In addition to experience, a PIO needs to have the proper balance of humility and self-confidence. When he media or public see an egocentric rescuer in front of the camera, then the focus becomes the PIO and his/her agency not the message.
A good PIO has great respect for the media. Power comes through knowledge – knowledge that is shared, not knowledge that is kept. The more respect a PIO has for the media, the better s/he will be at communicating the important messages to them.
When choosing a PIO, any organization should ask who it wants to be the spokesperson for the group. often, the most well respected individuals in the organization will be good candidates for PIO. This is because the respect those individuals have gained over time is most often based on the combination of their personality, knowledge and expertise. Purposefully choose your PIO. Take your time, and choose someone who is polished, professional, humble, and knowledgeable.
It is true that “bad news travels faster than good news.” Since most SAR incidents involve some bad news for the victims, the media is often quick to respond to our calls. While a SAR team’s PIO should be prepared at any time to respond to media calls regarding an incident, an experienced PIO will know the moment a SAR call is dispatched whether it will attract media attention.
There is no such thing as a “media circus.” The media professionals are there to do their job, and it becomes the PIO’s responsibility/opportunity to help them do their job. A PIO should maintain an attitude of helpfulness at all times. His/her perspective should always be, “I’m here to help you, and to make sure I get you the information I have.” Some level of excitement and adrenaline should always be present, so the PIO maintains focus. A lazy or disinterested PIO makes a bad PIO.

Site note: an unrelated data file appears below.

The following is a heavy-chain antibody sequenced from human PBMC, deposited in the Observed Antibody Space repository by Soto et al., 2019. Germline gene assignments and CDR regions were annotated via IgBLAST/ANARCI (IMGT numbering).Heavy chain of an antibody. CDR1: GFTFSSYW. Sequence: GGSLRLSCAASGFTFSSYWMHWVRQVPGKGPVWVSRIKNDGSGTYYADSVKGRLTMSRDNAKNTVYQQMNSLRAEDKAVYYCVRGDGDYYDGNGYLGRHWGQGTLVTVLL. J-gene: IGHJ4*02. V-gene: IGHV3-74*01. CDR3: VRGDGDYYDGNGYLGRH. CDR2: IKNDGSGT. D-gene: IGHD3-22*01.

Your PIO should also not ignore social media. Frequently, social media streams like Twitter and Facebook are breaking stories well before more traditional media outlets can get on scene. In some cases traditional media organizations like CNN and their iReport site are even "crowdsourcing" news. Because of the nature of social media, these tools can be used not only to get your message out, but also to see how you message is being understood by the public. As it is two way communication, it can also be used to gather information.
Consider posting missing person information and mission updates to your team Facebook Page and Twitter feeds but only do so with the authorization of the agency having jurisdiction. Because this can be done "in the moment" and from mobile devices, this can keep the public updated outside of the traditional media cycle.
We will go more into Social Media for Search and Rescue at the joint MRA / NASAR Conference in June and will follow up with a blog post.
For more information on how to effectively work with the media, check out the Mountain Rescue Associations rescuer education program http://mra.org/images/stories/docs/workingwithmedia.pdf
Courage - Commitment - Compassion
Mountain Rescue Association
Courage - Commitment - Compassion
Mountain Rescue Association